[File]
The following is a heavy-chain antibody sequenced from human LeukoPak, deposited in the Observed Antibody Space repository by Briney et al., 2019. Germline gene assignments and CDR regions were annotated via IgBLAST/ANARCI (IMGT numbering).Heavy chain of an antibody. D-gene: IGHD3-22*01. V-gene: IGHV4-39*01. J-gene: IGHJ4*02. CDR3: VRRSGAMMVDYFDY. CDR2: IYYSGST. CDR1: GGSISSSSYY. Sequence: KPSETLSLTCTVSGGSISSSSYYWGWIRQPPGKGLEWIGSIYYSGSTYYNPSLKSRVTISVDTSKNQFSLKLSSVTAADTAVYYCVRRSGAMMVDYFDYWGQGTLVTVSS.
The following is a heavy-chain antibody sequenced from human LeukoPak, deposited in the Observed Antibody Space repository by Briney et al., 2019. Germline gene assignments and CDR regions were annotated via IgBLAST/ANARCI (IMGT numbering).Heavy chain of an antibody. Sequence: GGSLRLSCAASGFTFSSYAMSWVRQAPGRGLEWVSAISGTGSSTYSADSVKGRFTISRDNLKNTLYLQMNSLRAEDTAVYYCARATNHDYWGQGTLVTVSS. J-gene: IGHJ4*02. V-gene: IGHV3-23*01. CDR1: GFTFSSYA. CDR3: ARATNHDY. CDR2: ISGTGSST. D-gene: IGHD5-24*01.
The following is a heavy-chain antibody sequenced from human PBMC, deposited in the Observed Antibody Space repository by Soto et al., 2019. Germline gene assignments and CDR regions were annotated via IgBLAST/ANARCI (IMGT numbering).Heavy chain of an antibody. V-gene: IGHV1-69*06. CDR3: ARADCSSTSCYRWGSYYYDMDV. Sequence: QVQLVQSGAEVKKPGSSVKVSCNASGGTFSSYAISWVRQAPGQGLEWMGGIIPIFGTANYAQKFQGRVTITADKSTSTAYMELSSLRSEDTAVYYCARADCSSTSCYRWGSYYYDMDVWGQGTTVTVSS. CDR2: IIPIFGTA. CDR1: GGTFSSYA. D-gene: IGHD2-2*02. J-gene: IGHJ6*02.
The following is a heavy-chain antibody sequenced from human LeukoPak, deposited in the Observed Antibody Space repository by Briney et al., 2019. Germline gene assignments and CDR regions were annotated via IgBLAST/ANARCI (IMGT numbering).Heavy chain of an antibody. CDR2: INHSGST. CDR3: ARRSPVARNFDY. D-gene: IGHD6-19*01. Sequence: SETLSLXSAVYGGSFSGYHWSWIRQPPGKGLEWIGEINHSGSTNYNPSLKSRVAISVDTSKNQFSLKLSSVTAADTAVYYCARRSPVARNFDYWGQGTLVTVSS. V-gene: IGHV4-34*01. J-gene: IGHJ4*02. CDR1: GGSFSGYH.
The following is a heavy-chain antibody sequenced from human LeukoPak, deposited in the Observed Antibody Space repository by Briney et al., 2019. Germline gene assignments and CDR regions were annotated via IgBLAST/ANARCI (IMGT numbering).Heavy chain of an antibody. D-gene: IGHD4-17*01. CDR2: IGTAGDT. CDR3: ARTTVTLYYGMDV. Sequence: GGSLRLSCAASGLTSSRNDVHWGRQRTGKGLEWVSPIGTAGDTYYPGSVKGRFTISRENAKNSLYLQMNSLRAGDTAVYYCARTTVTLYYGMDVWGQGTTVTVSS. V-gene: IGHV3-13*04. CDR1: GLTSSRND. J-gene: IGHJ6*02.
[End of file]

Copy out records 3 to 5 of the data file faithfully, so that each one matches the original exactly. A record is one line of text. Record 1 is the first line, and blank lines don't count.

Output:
The following is a heavy-chain antibody sequenced from human PBMC, deposited in the Observed Antibody Space repository by Soto et al., 2019. Germline gene assignments and CDR regions were annotated via IgBLAST/ANARCI (IMGT numbering).Heavy chain of an antibody. V-gene: IGHV1-69*06. CDR3: ARADCSSTSCYRWGSYYYDMDV. Sequence: QVQLVQSGAEVKKPGSSVKVSCNASGGTFSSYAISWVRQAPGQGLEWMGGIIPIFGTANYAQKFQGRVTITADKSTSTAYMELSSLRSEDTAVYYCARADCSSTSCYRWGSYYYDMDVWGQGTTVTVSS. CDR2: IIPIFGTA. CDR1: GGTFSSYA. D-gene: IGHD2-2*02. J-gene: IGHJ6*02.
The following is a heavy-chain antibody sequenced from human LeukoPak, deposited in the Observed Antibody Space repository by Briney et al., 2019. Germline gene assignments and CDR regions were annotated via IgBLAST/ANARCI (IMGT numbering).Heavy chain of an antibody. CDR2: INHSGST. CDR3: ARRSPVARNFDY. D-gene: IGHD6-19*01. Sequence: SETLSLXSAVYGGSFSGYHWSWIRQPPGKGLEWIGEINHSGSTNYNPSLKSRVAISVDTSKNQFSLKLSSVTAADTAVYYCARRSPVARNFDYWGQGTLVTVSS. V-gene: IGHV4-34*01. J-gene: IGHJ4*02. CDR1: GGSFSGYH.
The following is a heavy-chain antibody sequenced from human LeukoPak, deposited in the Observed Antibody Space repository by Briney et al., 2019. Germline gene assignments and CDR regions were annotated via IgBLAST/ANARCI (IMGT numbering).Heavy chain of an antibody. D-gene: IGHD4-17*01. CDR2: IGTAGDT. CDR3: ARTTVTLYYGMDV. Sequence: GGSLRLSCAASGLTSSRNDVHWGRQRTGKGLEWVSPIGTAGDTYYPGSVKGRFTISRENAKNSLYLQMNSLRAGDTAVYYCARTTVTLYYGMDVWGQGTTVTVSS. V-gene: IGHV3-13*04. CDR1: GLTSSRND. J-gene: IGHJ6*02.